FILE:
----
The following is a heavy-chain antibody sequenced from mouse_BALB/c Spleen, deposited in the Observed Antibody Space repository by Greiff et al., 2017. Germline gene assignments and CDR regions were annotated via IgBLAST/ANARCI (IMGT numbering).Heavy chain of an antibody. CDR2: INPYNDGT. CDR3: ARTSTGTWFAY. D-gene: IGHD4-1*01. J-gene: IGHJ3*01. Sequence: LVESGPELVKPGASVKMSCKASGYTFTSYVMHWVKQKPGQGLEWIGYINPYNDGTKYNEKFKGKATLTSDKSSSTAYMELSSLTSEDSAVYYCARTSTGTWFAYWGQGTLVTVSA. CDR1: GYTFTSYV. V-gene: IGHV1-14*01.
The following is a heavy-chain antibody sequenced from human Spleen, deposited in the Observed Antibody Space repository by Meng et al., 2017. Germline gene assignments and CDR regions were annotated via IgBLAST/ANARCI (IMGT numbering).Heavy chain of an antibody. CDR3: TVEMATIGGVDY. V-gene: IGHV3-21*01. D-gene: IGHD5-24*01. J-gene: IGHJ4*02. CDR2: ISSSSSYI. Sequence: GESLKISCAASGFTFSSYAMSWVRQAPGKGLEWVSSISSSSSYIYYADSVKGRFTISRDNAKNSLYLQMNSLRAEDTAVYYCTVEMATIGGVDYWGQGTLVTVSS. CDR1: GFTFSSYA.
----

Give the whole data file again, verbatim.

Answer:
The following is a heavy-chain antibody sequenced from mouse_BALB/c Spleen, deposited in the Observed Antibody Space repository by Greiff et al., 2017. Germline gene assignments and CDR regions were annotated via IgBLAST/ANARCI (IMGT numbering).Heavy chain of an antibody. CDR2: INPYNDGT. CDR3: ARTSTGTWFAY. D-gene: IGHD4-1*01. J-gene: IGHJ3*01. Sequence: LVESGPELVKPGASVKMSCKASGYTFTSYVMHWVKQKPGQGLEWIGYINPYNDGTKYNEKFKGKATLTSDKSSSTAYMELSSLTSEDSAVYYCARTSTGTWFAYWGQGTLVTVSA. CDR1: GYTFTSYV. V-gene: IGHV1-14*01.
The following is a heavy-chain antibody sequenced from human Spleen, deposited in the Observed Antibody Space repository by Meng et al., 2017. Germline gene assignments and CDR regions were annotated via IgBLAST/ANARCI (IMGT numbering).Heavy chain of an antibody. CDR3: TVEMATIGGVDY. V-gene: IGHV3-21*01. D-gene: IGHD5-24*01. J-gene: IGHJ4*02. CDR2: ISSSSSYI. Sequence: GESLKISCAASGFTFSSYAMSWVRQAPGKGLEWVSSISSSSSYIYYADSVKGRFTISRDNAKNSLYLQMNSLRAEDTAVYYCTVEMATIGGVDYWGQGTLVTVSS. CDR1: GFTFSSYA.